Boom times for algae and science
email this pageEmail to a Friend font size: Change text to small (default) Change text to medium Change text to large
Enlarge image
Collecting samples on R/V Tioga during one of the largest Red Tides in New England history are, from left, Theresa Black, Brenna Mahoney, Angie Moliter, Kerry Norton, and Bruce Keafer.
Related Links

» Woods Hole Center for Oceans and Human Health

The historic 2005 “red tide” of the harmful algae Alexandrium fundyense was the most widespread and intense in New England since 1972. Concentrations of toxic algae grew to 40 times the norm, and the tiny plants spread to waters not usually affected by the species, which can cause paralytic shellfish poisoning in humans.

Through a combination of good luck and good planning, WHOI biologists were perfectly positioned to document the event and to collect thousands of samples of algae-filled water and sediment. Funded by the Woods Hole Center for Oceans and Human Health (see Centers section), a research team led by Dennis McGillicuddy, Deana Erdner, and Bruce Keafer went to sea on R/V Oceanus in May to examine the environmental conditions and biological phenomena that distribute and disperse Alexandrium. After the algae population exploded, NOAA funded the researchers to go back to sea on CRV Tioga and other vessels a dozen more times between May and December. Assisting him in sample collection were summer students Theresa Black and Brenna Mahoney, summer guest student Angie Moliter and research assistant Kerry Norton.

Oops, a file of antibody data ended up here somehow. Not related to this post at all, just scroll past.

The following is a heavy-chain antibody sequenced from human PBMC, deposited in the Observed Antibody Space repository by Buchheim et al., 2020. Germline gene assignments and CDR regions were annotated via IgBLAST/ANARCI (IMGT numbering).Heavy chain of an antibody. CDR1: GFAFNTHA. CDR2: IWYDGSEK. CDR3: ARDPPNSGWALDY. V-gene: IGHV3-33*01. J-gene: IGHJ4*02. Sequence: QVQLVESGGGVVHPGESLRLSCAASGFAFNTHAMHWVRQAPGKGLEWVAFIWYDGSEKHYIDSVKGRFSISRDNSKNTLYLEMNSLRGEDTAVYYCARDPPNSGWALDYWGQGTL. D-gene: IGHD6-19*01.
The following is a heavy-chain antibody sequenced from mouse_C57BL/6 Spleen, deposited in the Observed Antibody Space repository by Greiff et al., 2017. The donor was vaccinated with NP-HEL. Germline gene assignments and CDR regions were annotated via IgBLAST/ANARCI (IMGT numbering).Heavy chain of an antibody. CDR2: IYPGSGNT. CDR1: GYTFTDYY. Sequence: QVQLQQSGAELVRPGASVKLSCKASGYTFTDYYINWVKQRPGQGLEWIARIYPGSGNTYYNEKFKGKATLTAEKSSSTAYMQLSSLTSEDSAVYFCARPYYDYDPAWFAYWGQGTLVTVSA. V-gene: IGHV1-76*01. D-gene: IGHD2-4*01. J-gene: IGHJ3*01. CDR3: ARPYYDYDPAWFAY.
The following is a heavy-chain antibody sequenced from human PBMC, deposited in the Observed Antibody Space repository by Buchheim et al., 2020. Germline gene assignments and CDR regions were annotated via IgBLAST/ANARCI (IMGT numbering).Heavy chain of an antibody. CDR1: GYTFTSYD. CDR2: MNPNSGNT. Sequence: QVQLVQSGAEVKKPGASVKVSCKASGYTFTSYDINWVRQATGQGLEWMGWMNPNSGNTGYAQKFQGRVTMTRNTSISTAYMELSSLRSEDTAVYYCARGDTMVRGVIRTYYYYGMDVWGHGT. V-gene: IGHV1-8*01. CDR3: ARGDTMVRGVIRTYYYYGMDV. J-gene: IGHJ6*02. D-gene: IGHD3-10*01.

On shore, Erdner, Linda McCauley, Norton, and a corps of students and research assistants in Senior Scientist Don Anderson’s laboratory isolated and cultured the cells that wrecked so much havoc, analyzing the genetic and physiological makeup of Alexandrium communities from various locations. The study was founded on the idea that, as with humans, a single population is actually composed of different “races” or genotypes.

“We want to know who caused this bloom,” said Erdner, research associate in the Biology Department. “Did oceanographic and environmental conditions favor the bloom of a certain genotype of Alexandrium? So far, it appears that no single genotype dominated, but it’s too early to say for sure. We know there was a lot of genetic diversity at the beginning, middle, and end of the bloom.”

The investigative work will feed into computer models being developed to understand—and eventually predict—the conditions under which a bloom might develop and which type of algae might show up.

—Mike Carlowicz

» View more highlights for the Biology Department

Copyright ©2006 Woods Hole Oceanographic Institution, All Rights Reserved.

Mail: Woods Hole Oceanographic Institution, 266 Woods Hole Road, Woods Hole, MA 02543, USA.
E-Contact:; press relations:, tel. (508) 457-2000

Home | Site Map | Contact